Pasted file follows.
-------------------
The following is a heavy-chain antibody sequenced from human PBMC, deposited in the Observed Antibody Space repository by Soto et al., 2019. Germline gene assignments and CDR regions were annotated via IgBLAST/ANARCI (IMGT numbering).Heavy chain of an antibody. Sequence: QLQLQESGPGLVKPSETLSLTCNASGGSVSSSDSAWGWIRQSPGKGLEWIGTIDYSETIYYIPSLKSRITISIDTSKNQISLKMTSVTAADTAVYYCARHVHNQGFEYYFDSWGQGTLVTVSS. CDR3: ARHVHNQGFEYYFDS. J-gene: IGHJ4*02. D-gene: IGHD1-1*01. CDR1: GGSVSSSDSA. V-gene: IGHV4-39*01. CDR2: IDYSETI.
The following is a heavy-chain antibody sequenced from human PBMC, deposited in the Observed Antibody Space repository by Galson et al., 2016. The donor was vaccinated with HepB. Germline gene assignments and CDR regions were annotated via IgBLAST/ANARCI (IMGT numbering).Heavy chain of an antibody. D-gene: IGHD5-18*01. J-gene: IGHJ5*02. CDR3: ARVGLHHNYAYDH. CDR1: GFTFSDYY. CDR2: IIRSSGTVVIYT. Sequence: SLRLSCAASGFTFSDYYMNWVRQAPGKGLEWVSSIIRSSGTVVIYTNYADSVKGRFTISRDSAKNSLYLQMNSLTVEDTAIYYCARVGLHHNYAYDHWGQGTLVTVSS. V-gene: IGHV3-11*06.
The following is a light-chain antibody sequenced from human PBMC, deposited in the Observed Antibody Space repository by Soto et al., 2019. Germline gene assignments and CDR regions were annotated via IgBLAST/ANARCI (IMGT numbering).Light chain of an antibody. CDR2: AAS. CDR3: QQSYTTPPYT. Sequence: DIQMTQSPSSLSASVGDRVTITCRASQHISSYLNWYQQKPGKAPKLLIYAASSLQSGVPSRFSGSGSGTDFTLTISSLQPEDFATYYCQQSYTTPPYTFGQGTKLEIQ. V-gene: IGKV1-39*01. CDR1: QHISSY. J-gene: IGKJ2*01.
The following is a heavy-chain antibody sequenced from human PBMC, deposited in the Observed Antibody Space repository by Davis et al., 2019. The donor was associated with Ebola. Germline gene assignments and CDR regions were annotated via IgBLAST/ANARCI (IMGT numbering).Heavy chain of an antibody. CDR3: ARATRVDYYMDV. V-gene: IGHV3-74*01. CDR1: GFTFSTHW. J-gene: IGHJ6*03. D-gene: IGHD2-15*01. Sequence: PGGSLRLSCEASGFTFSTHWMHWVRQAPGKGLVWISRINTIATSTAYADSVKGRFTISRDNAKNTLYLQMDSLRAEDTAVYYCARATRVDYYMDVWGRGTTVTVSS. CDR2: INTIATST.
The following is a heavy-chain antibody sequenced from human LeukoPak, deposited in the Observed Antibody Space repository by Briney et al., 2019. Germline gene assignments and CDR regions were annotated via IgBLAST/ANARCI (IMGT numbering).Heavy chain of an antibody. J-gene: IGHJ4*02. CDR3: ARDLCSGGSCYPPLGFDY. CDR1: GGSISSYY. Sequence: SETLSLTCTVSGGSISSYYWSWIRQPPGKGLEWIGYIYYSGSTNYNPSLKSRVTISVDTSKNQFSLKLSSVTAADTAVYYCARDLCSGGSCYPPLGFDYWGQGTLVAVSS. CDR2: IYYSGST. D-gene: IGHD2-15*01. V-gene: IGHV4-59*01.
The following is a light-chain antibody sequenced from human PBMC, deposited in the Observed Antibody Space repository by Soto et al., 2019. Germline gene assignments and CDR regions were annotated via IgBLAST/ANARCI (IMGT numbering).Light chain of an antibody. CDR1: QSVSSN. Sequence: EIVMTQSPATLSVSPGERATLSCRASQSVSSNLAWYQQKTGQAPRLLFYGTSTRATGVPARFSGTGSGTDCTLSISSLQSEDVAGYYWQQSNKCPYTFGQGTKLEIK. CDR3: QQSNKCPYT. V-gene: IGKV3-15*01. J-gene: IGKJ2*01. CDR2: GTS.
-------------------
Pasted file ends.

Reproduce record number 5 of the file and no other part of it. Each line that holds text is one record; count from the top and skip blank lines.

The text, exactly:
The following is a heavy-chain antibody sequenced from human LeukoPak, deposited in the Observed Antibody Space repository by Briney et al., 2019. Germline gene assignments and CDR regions were annotated via IgBLAST/ANARCI (IMGT numbering).Heavy chain of an antibody. J-gene: IGHJ4*02. CDR3: ARDLCSGGSCYPPLGFDY. CDR1: GGSISSYY. Sequence: SETLSLTCTVSGGSISSYYWSWIRQPPGKGLEWIGYIYYSGSTNYNPSLKSRVTISVDTSKNQFSLKLSSVTAADTAVYYCARDLCSGGSCYPPLGFDYWGQGTLVAVSS. CDR2: IYYSGST. D-gene: IGHD2-15*01. V-gene: IGHV4-59*01.